If it’s accepted it will be subtle. If it isn’t, it will miss the brief. Simple.

It’s like white space. The editor for today’s submission likes white space because it is a sign of things left unsaid (Japanese poetry is very big on things left unsaid) but other editors have criticised me for having too much white space – it detracts from the impact of the haiku according to one of them. The others just seem to like a single paragraph of prose with no gaps.

Eventually I will get going again. In the meantime, a rambling diarylike entry of 300 words will do to fill todays post. Sorry it wasn’t more insightful, but sometimes all I have to offer is a view of the inside of my head.

Meanwhile, there has been an earthquake in Afghanistan and people on the news are discussing how we deliver aid to a country where we don’t like the Government. The answer is, of course, that if you live in a country with any sort of moral values you send aid first and worry about politics second. I imagine it’s hard enough living there at the best of times but much, much worse if your house just fell on your head as you slept.

My worries aren’t really worth discussing compared to this, but they manged to sneak in as the first thing I spoke about. Strange how self-centred we can be.

Day 172

The Longest Day. It is all downhill from now on as the nights draw in and winter approaches . . .

Too depressing?

It’s been that sort of day. I fell asleep in front of the TV and when I woke up realised I had been subliminally bombarded with politics and warfare. That’s why I gave up watching the news several years ago. I can absorb most news from the internet in a less depressing format and stay informed without feeling that Armageddon is just around the corner.

News reporters love misery and they lay it on with a trowel instead of just giving us the facts.

I find myself very annoyed with the Russians and would, if put in the position of Putin’s nanny, give him a slap on the bottom and send him to bed with no supper. However, as the man already has what the British refer to as “a face like a slapped arse” it might be tricky selecting the correct end to chastise.

This morning the journey to work was busier than usual, which we attributed to the rail strike, but half-way through it suddenly became almost empty. So much for the rail strike theory.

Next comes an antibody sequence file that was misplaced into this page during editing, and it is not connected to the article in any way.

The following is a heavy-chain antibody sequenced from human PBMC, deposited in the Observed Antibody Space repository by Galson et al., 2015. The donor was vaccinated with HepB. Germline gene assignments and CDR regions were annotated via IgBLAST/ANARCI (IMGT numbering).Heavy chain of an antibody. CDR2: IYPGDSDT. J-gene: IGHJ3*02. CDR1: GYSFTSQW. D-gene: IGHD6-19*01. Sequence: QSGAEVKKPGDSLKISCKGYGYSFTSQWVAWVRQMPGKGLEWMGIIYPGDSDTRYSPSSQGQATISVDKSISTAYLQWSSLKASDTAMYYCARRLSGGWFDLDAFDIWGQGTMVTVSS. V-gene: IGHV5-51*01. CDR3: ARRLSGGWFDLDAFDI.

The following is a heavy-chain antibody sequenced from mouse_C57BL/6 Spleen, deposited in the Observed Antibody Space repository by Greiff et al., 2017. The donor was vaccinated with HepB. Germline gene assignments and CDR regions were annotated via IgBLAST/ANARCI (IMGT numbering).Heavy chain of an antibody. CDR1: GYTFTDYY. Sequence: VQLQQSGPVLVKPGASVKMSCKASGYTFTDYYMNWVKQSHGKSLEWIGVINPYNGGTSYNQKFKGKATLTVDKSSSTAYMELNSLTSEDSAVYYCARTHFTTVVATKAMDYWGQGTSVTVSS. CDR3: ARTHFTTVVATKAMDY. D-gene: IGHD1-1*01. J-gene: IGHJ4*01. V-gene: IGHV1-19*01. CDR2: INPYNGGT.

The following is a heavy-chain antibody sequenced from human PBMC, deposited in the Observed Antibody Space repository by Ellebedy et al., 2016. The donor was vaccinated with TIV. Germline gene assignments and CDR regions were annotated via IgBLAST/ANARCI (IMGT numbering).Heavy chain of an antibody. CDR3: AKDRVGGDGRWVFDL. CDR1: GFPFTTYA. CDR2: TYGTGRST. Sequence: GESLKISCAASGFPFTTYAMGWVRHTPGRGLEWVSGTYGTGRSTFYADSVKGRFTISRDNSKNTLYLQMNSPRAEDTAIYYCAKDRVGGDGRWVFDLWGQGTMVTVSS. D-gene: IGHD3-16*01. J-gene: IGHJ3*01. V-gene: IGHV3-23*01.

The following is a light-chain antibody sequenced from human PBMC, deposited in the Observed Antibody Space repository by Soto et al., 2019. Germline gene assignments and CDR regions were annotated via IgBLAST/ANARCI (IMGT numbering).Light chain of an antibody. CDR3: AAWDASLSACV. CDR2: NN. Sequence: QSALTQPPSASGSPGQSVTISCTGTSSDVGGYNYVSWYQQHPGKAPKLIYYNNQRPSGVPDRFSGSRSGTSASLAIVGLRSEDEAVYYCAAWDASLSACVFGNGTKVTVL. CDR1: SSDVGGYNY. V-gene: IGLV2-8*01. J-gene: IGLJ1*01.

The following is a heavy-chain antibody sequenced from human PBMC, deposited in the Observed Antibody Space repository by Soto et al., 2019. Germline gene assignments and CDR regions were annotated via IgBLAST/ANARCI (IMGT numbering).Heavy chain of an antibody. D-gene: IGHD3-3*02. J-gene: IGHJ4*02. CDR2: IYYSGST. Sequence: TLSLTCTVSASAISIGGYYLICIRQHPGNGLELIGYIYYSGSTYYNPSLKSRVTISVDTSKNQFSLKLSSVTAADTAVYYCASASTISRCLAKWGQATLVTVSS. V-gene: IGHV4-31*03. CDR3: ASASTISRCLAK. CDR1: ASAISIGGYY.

Life in the shop was pretty average and I wasted my evening with a nap     (as mentioned), mindless TV and browsing the internet. All in all it’s been one of those days that would not be missed if it disappeared.

The photos are from the garden, being mainly photos of growing teasel plants. I’m afraid most of them won’t be allowed to flower as they are too spiky to be allowed to grow that close to the footpath, and we will end up taking them out.




Day 171

We had an interesting day in the shop.

When I arrived a young woman pulled up next to me and said hello. This is unusual. All was explained when she said she was there to do the survey, though I had been expecting her at 11.00 rather than just before 9.00.

It turns out that the oner had mis-read the letter. There was an energy efficiency survey at 9.00 and an agents survey at 11.00. Both featured young women who measured us up using laser measures. I just looked them up, they are only about £20. If I ever want to measure a shop I now know how to do it. I expect you get what you pay for.

Strangely, none of them wanted to know about the damaged front door (the owner still hasn’t fixed up the front door properly despite it being several years since the burglary) or the damp coming from next door. Like all property owners he wants maximum rent and minimum effort. And like all letting agents the second agent wants most commission for least work.

It feels like I’m a massive sea creature, attacked by sharks on one side and having my life’s blood sucked by parasites on the other. And I’m not even the owner!

In the afternoon we had an interesting man with a small accumulation of coins. He walked out with £700 and a smile on his face. He has just sold his house and bought a river cruiser with the full radio set-up for going to sea. He is planning on living on the boat with his wife  (with outgoings considerably cheaper than current rates and stuff) and cruising the rivers when he feels like a holiday. Seems like a good plan. I’ve been looking at boats tonight. Another dream . . .

. . . chugging along a river with wildlife and fishing and riverside pubs. I could mount an exercise bike on it and pretend I was pedalling along the river.

Dabchick, or Little Grebe